Further on this layer there was coated and dried an emulsion mixture produced in such a manner that a solution of a coupler, 2-[2-(2,4-di-t-benzyl phenoxy)butaneamide]-4,6-dichloro-5-methyl phenol dissolved into dibutyl phthalate was protect-dispersed into an aqueous gelatin solution, which was then mixed with a red-sensitive silver chlorobromide emulsion. The coated amounts per 100 cm2 of the coupler and silver used were 3.0 mg. and 2.1 mg. respectively.

This layer was then provided thereon with a coating of a liquid obtained in such a procedure that a solution of exemplified (51) dissolved into tricresyl phosphate was protect-dispersed into an aqueous gelatin solution. The coated amount per 100 cm2 of the compound was 2.6 mg.

The thus yielded sample was regarded as sample 11, which was cut into strips which were exposed through the step wedge to blue, green and red lights respectively and thereafter immersed into water at 20 C. for three seconds, whereupon these strips were heated for 70 seconds to 80 C. over a heating block, and then treated in the same manner as in Example 1. The obtained results are shown in table 5.

              TABLE 5______________________________________              Relative     MaximumSample Fog          speed        densityNo.   Y      M      C    Y    M    C    Y    M    C______________________________________11    0.12   0.10   0.09 100  102  103  2.31 2.32 2.30Con-trol  0.25   0.35   0.21  21   13   43  0.54 0.79 0.90______________________________________

The relative speeds shown in the table are the values relative to the yellow speed of sample 11 regarded as 100. From table 5, sample 11 of the present invention is found out to be superior in the fog, speed and maximum density to the control which was heat-developed without supplying water.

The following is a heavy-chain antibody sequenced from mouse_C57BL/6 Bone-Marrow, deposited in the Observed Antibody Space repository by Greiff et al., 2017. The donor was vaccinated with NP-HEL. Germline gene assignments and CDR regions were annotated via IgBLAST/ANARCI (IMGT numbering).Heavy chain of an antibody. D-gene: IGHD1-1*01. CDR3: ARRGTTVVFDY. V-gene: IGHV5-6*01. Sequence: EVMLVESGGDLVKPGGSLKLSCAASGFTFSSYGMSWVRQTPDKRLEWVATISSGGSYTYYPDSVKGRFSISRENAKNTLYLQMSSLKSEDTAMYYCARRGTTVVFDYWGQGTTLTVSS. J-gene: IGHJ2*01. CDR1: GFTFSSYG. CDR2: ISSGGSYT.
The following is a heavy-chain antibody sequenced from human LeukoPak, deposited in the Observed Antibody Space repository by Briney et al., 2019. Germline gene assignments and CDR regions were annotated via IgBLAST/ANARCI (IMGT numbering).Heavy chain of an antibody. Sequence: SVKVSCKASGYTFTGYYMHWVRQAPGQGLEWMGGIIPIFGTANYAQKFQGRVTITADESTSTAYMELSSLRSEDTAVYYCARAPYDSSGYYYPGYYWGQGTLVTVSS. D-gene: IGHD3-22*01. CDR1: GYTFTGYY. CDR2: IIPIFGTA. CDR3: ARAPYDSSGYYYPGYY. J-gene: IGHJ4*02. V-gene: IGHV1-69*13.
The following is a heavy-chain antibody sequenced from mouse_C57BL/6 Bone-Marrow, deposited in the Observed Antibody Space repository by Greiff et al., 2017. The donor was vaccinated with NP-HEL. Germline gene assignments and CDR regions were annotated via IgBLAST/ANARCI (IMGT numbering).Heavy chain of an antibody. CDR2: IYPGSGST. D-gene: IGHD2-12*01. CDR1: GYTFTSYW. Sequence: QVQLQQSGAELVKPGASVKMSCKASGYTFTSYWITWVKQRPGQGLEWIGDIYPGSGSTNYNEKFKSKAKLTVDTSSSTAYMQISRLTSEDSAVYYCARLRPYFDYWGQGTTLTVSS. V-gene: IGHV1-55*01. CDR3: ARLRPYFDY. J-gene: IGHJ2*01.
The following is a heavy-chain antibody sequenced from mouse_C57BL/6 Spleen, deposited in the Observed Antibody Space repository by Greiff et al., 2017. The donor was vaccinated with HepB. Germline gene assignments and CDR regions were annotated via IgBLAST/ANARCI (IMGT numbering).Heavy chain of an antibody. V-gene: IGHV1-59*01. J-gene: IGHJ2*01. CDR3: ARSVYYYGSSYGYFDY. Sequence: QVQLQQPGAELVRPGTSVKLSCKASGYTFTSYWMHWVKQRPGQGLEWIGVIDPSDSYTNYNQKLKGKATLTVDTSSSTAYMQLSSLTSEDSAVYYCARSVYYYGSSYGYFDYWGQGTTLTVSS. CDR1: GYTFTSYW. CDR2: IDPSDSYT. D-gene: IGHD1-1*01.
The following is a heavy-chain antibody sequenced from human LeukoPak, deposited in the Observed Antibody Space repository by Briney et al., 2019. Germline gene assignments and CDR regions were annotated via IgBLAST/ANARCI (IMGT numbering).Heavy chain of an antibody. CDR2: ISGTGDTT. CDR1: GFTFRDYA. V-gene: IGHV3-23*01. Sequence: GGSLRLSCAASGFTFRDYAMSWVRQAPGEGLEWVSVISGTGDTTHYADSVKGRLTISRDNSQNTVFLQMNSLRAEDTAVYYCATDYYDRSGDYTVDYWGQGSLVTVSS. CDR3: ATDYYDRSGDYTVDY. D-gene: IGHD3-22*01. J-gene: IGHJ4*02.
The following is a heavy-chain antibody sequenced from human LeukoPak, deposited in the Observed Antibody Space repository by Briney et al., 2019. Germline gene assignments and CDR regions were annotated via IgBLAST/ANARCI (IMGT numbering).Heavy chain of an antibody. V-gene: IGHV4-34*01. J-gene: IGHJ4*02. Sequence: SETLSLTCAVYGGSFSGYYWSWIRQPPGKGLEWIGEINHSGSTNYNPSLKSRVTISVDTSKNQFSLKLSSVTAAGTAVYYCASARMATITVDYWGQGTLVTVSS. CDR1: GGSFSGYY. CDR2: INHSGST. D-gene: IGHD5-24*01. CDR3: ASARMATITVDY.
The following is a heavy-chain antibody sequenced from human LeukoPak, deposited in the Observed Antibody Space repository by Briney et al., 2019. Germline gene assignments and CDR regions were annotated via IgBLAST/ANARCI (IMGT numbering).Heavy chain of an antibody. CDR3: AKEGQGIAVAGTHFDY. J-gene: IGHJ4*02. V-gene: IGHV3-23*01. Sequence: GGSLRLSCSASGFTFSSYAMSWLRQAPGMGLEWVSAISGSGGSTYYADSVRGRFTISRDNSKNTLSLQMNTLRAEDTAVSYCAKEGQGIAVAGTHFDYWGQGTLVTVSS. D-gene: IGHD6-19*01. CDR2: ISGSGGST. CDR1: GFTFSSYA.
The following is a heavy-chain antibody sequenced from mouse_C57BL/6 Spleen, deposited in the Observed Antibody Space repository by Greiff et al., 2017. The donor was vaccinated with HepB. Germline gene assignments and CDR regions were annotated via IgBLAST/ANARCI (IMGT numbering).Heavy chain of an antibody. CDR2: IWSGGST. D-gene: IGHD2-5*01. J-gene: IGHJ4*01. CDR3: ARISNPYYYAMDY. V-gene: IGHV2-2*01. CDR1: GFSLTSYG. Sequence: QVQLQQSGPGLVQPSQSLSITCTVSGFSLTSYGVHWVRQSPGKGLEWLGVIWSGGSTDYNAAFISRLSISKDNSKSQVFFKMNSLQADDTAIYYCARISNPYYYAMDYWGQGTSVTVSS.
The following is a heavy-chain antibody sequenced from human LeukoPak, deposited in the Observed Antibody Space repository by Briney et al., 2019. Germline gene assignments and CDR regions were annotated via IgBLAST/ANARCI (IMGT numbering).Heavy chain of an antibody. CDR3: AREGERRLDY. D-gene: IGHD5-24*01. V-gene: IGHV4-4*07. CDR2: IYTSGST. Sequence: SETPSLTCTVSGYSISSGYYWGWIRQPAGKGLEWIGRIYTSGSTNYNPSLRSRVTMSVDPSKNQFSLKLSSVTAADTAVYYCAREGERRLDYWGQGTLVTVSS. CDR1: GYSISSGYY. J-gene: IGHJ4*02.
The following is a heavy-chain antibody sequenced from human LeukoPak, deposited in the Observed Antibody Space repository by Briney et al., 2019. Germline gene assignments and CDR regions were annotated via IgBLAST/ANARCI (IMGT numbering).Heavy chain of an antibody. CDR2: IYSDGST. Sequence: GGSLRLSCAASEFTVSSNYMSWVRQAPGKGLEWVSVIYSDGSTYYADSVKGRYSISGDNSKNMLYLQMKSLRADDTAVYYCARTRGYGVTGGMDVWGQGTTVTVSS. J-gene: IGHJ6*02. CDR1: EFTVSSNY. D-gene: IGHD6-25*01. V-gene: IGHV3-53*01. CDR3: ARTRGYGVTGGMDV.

EXAMPLE 6

A polyethylene-coated paper was coated thereof with the following layers in the order described below from the paper support to prepare a silver halide color photographic light-sensitive material. The first layer:

A blue-sensitive silver halide emulsion layer comprising silver chlorobromide emulsion containing 10 mol% silver chloride: The emulsion contains gelatin in the amount of 400 g. per mol of silver halide and is sensitized by a sensitizing dye having the formula ##STR4## in the amount of 2.510-4 mol per mol of the silver halide and also contains an yellow coupler, a(1-benyzyl-2,4-dioxoimidazolidine-3-yl)-a-pivaloyl-5-[γ'-(2,4-di-t-benzyl phenoxy)butylamide]-2-chloroacetanilide in the amount of 210-1 mol per mol of the silver halide, which is dissolved to be dispersed in dioctyl phthalate, which emulsion is to be coated so that the silver quantity be 400 mg./m2. The second layer:

A gelatin layer to be coated so that the dried thickness thereof be 1μ.

The third layer:

A green-sensitive silver halide emulsion layer comprising silver chloride emulsion with 40 mol% silver chloride, which emulsion contains gelatin in the amount of 500 g. per mol of the silver, halide, which is sensitized by a sensitizing dye having the formula ##STR5## in the amount of 2.510-4 mol per mol of the silver halide, and also contains a magenta coupler, [1-(2,4,6-trichlorophenyl)-3-{(2-chloro-5-octadesenyl succineimide)anilino}-5-pyrazolone] dissolved and dispersed into tricresyl phosphate and dioctyl phthalate in the amount of 210-1 mol per mol of the silver halide, and 1,4-di-n-octyloxy-2,5-di-t-butyl benzene in the amount of 30 mol% per mol of the coupler. The resulting emulsion is coated so as to be in the amount of silver of 500 mg./m2.

The fourth layer:

A gelatin layer with the thickness of 1μ having gelatin dissolved in dioctyl phthalate and containing 30 mg./m2 of di-octyl hydroquinone and 0.7 mg./m2 of 2-(2'-hydroxy-3'-secbutyl-5'-t-butyl phenyl)benzotriazole.

The fifth layer:

A red-sensitive silver halide emulsion layer comprising a chlorobromide emulsion containing 20 mol% silver chloride and also containing gelatin in the amount of 500 g. per mol of the silver halide, which emulsion is sensitized by a sensitizing dye having the formula ##STR6## in the amount of 2.510-4 mol per mol of the silver halide and contains the cyan coupler (c-3) dissolved and dispersed into dibutyl phthalate in the amount of 210-1 mol per mol of the silver halide. The resulting emulsion is coated so that the amount of silver be 500 mg./m2.

The sixth layer: